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Wednesday, August 15, 2007

Starblazer memories II

New readers start here. When we last met our gallant author he was in a bar having a pint. Now read on...

In early October 1988, a letter from Starblazer deputy editor Bill McLoughlin arrived outlining some of the problems with the original MS for 'Assassin of Gods'. "It is an intriguing notion with a couple of really outstanding elements (the werewolf town and the pool of water-gateway), but overall the tale has too many imponderables. Firstly, Terol is too naive... he's not a fool, but he walks into an obvious trap. Why should he be branded a coward? He's stupid, not a coward. I don't like the retired nun and the wolves..."

The retired nun? Sadly, I don't have the original draft of the story so I've got to rely on memory. Since the story involved wizardry, I suspect the original version of Keri was meant to be an outcast priestess from a convent school of witchcraft with wolves as familiars. The set-up was that she would be responsible for saving the story's supposed hero, Terol, proving to be the stronger character in the end. That strength would rub off on the 'hero' as the storyline progressed into the second and third books until he really was a hero.

Unfortunately, that meant making Terol a bit of an ass who needed his hand held at every turn. His heart was in the right place and his motivations were beyond reproach but he didn't -- at that point in his journey -- have the street smarts to carry out his actions, something that Keri would bring to the team.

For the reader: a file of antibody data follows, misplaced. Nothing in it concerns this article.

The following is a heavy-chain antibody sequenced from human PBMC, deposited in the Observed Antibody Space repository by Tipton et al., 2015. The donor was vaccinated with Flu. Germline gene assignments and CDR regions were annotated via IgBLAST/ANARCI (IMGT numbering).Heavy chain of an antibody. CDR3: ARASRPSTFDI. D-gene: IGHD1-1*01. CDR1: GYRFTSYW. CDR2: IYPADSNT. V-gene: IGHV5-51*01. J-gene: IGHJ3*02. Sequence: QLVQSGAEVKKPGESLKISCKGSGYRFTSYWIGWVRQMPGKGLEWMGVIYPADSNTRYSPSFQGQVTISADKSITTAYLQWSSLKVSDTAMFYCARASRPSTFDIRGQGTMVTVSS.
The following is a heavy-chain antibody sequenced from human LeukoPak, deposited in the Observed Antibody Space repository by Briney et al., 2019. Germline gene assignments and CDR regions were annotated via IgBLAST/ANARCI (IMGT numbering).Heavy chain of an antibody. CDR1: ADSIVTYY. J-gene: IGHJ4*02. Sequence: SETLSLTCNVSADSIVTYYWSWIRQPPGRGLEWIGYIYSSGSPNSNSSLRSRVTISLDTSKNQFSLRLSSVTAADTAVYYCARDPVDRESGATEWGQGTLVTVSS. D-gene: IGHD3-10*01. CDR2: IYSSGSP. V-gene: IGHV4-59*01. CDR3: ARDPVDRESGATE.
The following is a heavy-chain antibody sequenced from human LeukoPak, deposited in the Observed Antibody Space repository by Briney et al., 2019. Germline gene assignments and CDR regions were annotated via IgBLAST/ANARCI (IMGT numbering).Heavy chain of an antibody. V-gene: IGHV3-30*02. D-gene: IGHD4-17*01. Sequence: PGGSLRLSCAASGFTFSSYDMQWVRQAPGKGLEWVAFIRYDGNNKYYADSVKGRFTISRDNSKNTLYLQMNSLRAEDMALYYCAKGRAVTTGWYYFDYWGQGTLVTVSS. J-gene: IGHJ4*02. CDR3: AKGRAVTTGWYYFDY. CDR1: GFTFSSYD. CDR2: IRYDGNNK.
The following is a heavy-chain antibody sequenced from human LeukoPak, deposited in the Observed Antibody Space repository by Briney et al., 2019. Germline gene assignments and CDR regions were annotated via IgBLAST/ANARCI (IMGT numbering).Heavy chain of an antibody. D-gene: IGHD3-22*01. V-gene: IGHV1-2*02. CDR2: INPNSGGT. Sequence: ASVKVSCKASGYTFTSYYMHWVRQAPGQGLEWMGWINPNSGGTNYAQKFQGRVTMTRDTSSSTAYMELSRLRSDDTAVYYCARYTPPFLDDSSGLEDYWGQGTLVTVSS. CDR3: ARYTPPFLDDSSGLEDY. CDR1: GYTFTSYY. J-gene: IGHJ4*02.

Replying to Bill a few days later, I see I put in some serious thought.

The basic plot was still intact: Terol, the hero, comes to do battle with the evil wizard, Grandin, and beats him before a pathway can be opened up between this world and the wastelands of the Dark Gods; the big story arc over the three books was that Terol was raising money in order to raise an army to overthrow the warlord who had taken control of his homeland.

In the revised version of the story, Terol would now become more of a hardened mercenary and freebooter and his naive past would be shown in a flashback -- a failed attempt to assassinate the warlord, Serak, which was how Terol was introduced in the original draft of the story.

Keri's companions, originally two wolves, would become large dogs... I'm amazed to say that even this early (before I even had a suitable plot for the first story) I was already mentioning that one or both the companions would be killed in the second story!

Bill's cautious reply came a few days later ("Thanks for the revised ideas... it seems pretty well in order") requesting 35-40 frames "to see how things pan out."

At the time I was working in a factory making ball-bearings. In late October 1988, they announced that the factory was going to shut down and we were all to be laid off. Jobs would be phased out along what was effectively a production line as and the factory closed when the final orders were completed. I was at the far end of the line, using a massive lathe to grind out the inner racetrack of the outer casings before the various elements went to be checked, so my job was safe for a few months. However, some people were being made redundant almost immediately so there was a huge panic going on and it was three weeks before I finished putting together the first 60 frames. (As I explained to Bill, it wasn't through bloodymindedness that I was submitting more than requested, just that a chunk of around 20 frames was straight out of the first draft and I wanted to show him how I was changing the story following the editorial input.)